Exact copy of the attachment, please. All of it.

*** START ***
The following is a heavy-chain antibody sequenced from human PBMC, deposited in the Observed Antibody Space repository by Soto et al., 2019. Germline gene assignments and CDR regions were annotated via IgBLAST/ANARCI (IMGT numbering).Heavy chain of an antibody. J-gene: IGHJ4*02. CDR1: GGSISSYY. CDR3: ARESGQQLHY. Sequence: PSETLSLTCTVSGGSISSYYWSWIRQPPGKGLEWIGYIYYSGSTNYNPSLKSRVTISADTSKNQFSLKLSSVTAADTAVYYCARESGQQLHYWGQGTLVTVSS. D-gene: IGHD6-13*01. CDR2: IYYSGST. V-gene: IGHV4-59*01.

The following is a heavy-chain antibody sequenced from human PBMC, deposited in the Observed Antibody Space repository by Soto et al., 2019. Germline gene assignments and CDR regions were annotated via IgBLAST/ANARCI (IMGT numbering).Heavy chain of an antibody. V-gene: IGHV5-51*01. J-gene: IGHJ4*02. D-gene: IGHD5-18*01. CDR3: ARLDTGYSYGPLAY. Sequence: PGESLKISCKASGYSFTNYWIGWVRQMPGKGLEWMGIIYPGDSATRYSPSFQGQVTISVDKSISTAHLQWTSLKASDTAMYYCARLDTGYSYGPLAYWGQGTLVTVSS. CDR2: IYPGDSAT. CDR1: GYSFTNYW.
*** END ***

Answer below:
The following is a heavy-chain antibody sequenced from human PBMC, deposited in the Observed Antibody Space repository by Soto et al., 2019. Germline gene assignments and CDR regions were annotated via IgBLAST/ANARCI (IMGT numbering).Heavy chain of an antibody. J-gene: IGHJ4*02. CDR1: GGSISSYY. CDR3: ARESGQQLHY. Sequence: PSETLSLTCTVSGGSISSYYWSWIRQPPGKGLEWIGYIYYSGSTNYNPSLKSRVTISADTSKNQFSLKLSSVTAADTAVYYCARESGQQLHYWGQGTLVTVSS. D-gene: IGHD6-13*01. CDR2: IYYSGST. V-gene: IGHV4-59*01.

The following is a heavy-chain antibody sequenced from human PBMC, deposited in the Observed Antibody Space repository by Soto et al., 2019. Germline gene assignments and CDR regions were annotated via IgBLAST/ANARCI (IMGT numbering).Heavy chain of an antibody. V-gene: IGHV5-51*01. J-gene: IGHJ4*02. D-gene: IGHD5-18*01. CDR3: ARLDTGYSYGPLAY. Sequence: PGESLKISCKASGYSFTNYWIGWVRQMPGKGLEWMGIIYPGDSATRYSPSFQGQVTISVDKSISTAHLQWTSLKASDTAMYYCARLDTGYSYGPLAYWGQGTLVTVSS. CDR2: IYPGDSAT. CDR1: GYSFTNYW.